What do good breeders and good rescues have in common?

Do you have a breed people tend to be afraid of?

If you would like to be featured in an upcoming “5 Question Friday” post, email Lindsay@ThatMutt.com

Recent interviews:

Trainer and author Marc Goldberg

Blogger Puppy in Training

15 thoughts on “5 Questions With A German Shepherd Owner”

  1. Stephany Pritchard

    Totally loved this post! I’m bias a bit, being a fellow GSD dog mom. 🙂 Cool series idea…I look forward to learning about other breeds!

  2. Love my sons shepherd. A female 18 months. A great family dog. We brought her through obedience classes and to canine good citizen class which she passed 9 out of 10 . She growled at another dog in leash walking. She does not growl when my son has her but she does with me at other dogs. I am the primary walker , every day early we walk several miles . I took a leash aggression class . Why with me and not my son. ?

    1. Lindsay Stordahl

      It’s hard to say but sometimes it’s due to the energy of the person holding the leash. Perhaps you tense up slightly when you see other dogs as you anticipate an aggressive reaction. Maybe your son is calmer and therefore has no change in his posture or how he’s holding the leash. That’s not necessarily the case, but it’s a common reason why some dogs act differently between handlers.

      1. Yup, I’d defer to Lindsay on this, but she’s right that stress and emotion travel right down the leash, and these dogs are GOOD at picking up on it. It sounds like you’re a really conscientious person, which is a good thing, but maybe she’s still sensing that you’re worried about something (her reaction) and is reacting a bit to that.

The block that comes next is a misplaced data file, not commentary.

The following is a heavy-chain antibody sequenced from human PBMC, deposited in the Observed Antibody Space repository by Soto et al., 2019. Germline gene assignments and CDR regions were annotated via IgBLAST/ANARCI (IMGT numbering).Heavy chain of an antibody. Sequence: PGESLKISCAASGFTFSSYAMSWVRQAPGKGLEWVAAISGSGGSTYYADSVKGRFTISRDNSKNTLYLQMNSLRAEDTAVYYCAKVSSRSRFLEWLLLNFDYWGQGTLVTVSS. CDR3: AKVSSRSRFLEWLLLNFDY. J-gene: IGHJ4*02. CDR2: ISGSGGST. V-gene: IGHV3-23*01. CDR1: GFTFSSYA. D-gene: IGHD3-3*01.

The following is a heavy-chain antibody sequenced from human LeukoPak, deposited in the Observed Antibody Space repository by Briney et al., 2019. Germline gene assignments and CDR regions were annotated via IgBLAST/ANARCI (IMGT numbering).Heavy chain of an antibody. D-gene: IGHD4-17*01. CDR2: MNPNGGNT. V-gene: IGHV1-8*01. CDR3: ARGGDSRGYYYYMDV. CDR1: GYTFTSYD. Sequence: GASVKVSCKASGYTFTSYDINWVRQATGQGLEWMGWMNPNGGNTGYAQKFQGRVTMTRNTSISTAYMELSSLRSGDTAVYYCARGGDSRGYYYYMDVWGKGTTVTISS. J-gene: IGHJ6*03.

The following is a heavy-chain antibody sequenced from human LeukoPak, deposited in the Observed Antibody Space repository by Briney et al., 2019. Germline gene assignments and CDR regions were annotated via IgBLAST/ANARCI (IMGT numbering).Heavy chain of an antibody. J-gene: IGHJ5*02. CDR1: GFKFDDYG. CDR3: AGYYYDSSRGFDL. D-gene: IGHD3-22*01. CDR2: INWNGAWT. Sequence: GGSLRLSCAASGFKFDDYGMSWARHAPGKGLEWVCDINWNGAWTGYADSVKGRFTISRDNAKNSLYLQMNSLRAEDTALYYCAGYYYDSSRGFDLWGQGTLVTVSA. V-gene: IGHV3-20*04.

3. I haven’t raised a guide dog puppy in a while, but I still attend events at the school. Every time I drop by the trainers and puppy program manager asks me if I’m ready to raise a German Shepherd. I’ve puppy sat GSD guide dog puppies and I’ve fostered GSD’s for shelters/rescues, but I don’t think I’m ready for the challenge of raising one for 18 months in the guide dog program.

    1. It’s probably pick your poison, but I felt like a GSD was way easier than a gun dog would be. Most of the retrievers I know almost never stop moving! I’d die trying to raise one of them to 18 months!

        1. In that case, I need to meet your black lab Stetson! 😉

          I do like an active, athletic dog, but the labs I’ve known are far beyond me. As in when I was dogsitting a lab, MY GERMAN SHEPHERD PHONED IT IN. THANKS, DOG!

          1. That’s funny. We’ve definitely had some energetic Labs come through our house. One that sticks out in my mind was Journey. He was the only Lab I’ve seen jump in kick out like a bucking Bronco.

            Yes, you should meet Stetson. He’s basically Ferdinand the Bull…just wants to smell the flowers. 🙂

    2. You should raise a shepherd, Colby. Do most programs use Labs, goldens and shepherds or do some stick with one breed? Funny, they never want to train weims as guide dogs for some reason. Haha, can you imagine?

      1. Labs and Goldens are the most commons. I’ve seen and heard a lot of programs are using Lab/Golden crosses. GDA had Shepherds when I first started 10+ years ago, but then they went away and now they’re back. I’ve also seen a lot of programs use Labradoodles and Standard Poodles. I haven’t seen a Weimaraner as a guide dog…yet :), but when I was doing bus training with one of my dogs I did see a Vizsla being trained as a Cadaver Dog.

        1. Lindsay Stordahl

          Oh yes, I forgot all about poodles. Some of the nicest dogs I’ve known are goldendoodles or labradoodles. I don’t really like their coats but they generally seem like such nice dogs.